World Economy

Mena Region Needs Structural Reforms

Mena Region Needs Structural ReformsMena Region Needs Structural Reforms

Mena countries should press ahead with further economic and structural reforms to boost flagging trade and investment, restore public trust and create jobs for the region’s young population, the OECD secretary-general said.

Opening the 2016 Mena-OECD Ministerial Meeting in Tunis, Tunisia, Angel Gurria said the so-called Arab Spring has made it more crucial than ever for Mena countries to address uneven development, soaring youth unemployment, the low share of women in jobs, and high rates of inequality that may prevent parts of the population from participating in future economic gains, TradeArabia reported.

Regional instability, ongoing conflicts in Syria, Iraq, Libya and Yemen, and unprecedented migration flows are piling new pressure on economies.

“Mena countries have made progress on reforms to increase economic openness, diversification and public governance, yet the popular uprisings of 2011 showed that these efforts have not created prosperity for all. Indeed, inequality and poor job prospects in disadvantaged areas remain major sources of social distress,” Gurria said.

“Only with a concerted effort on reforms to create more open and inclusive economies and improve governance will we achieve stability, prosperity and opportunities for all, especially the young.”

The OECD’s new report, “Better Policies for Inclusive Growth and Economic Integration in the Mena Region”, provides a roadmap for the Mena-OECD initiative, identifying the priority structural reforms needed to make more inclusive and sustainable growth a reality.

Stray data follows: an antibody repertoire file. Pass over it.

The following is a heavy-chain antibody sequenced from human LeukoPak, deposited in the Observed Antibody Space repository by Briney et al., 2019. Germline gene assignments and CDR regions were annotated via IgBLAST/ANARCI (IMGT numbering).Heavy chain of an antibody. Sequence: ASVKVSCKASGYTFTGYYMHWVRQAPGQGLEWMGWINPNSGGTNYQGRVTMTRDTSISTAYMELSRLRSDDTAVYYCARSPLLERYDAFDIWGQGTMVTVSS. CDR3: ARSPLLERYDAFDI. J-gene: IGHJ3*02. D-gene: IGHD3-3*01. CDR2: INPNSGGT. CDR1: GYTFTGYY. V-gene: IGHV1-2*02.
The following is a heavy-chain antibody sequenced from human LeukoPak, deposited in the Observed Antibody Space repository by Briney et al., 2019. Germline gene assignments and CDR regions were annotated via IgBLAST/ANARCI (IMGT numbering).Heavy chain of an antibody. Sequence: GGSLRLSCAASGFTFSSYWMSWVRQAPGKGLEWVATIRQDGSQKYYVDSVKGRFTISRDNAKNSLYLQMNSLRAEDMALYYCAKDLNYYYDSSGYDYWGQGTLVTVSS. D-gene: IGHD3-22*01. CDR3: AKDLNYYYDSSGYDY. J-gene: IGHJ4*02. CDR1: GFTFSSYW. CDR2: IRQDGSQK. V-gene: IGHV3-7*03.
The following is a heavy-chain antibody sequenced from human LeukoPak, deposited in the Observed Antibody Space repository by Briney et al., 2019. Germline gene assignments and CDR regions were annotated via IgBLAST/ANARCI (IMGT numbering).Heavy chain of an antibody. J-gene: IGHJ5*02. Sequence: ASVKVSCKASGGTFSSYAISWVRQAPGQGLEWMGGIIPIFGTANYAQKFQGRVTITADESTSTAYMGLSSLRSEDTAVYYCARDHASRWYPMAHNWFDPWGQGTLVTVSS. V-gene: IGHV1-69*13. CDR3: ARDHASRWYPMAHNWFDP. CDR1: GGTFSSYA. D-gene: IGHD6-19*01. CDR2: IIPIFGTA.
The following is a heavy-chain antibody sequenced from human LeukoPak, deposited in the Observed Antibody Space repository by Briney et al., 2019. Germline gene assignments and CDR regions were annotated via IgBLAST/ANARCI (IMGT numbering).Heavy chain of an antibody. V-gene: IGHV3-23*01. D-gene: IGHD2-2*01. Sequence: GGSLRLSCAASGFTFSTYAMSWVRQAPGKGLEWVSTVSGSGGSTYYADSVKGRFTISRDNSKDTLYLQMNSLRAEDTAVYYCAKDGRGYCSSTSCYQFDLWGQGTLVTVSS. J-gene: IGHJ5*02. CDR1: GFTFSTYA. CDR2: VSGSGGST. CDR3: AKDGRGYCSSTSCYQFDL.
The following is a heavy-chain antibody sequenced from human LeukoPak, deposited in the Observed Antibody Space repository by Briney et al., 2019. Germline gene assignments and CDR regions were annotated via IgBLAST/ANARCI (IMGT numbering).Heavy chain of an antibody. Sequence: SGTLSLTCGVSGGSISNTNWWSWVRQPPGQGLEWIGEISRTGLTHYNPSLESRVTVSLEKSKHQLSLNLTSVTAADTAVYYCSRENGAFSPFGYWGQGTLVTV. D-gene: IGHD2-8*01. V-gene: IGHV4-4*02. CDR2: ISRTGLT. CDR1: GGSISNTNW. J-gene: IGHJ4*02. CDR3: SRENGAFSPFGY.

Economic growth in the Mena region was 2.3% in 2015 versus an average of 4% for emerging and developing countries. Foreign direct investment in the Mena region has fallen by 50% since 2008 to an all-time low of 1% of GDP in 2015, with regulatory and administrative obstacles a key deterrent to foreign investors.

Regional instability and insecurity is also weighing on FDI as well as tourism, which has dropped sharply in Tunisia and Egypt. Intra-regional trading is scarce, with only 10% of the region’s trade taking place between Mena countries.

To overcome these problems, market access needs to be deepened through trade and investment agreements, a reduction in regulatory and administrative obstacles and improved investor protection.

In addition, it is essential to improve the quality of the region’s transport and logistics infrastructure to enhance connectivity.

A new four-year EU-OECD Program on Promoting Investment in the Mediterranean, launched at the Mena-OECD Forum, will work with governments to support investment reforms, modernize investment policies and establish institutions to attract investors.

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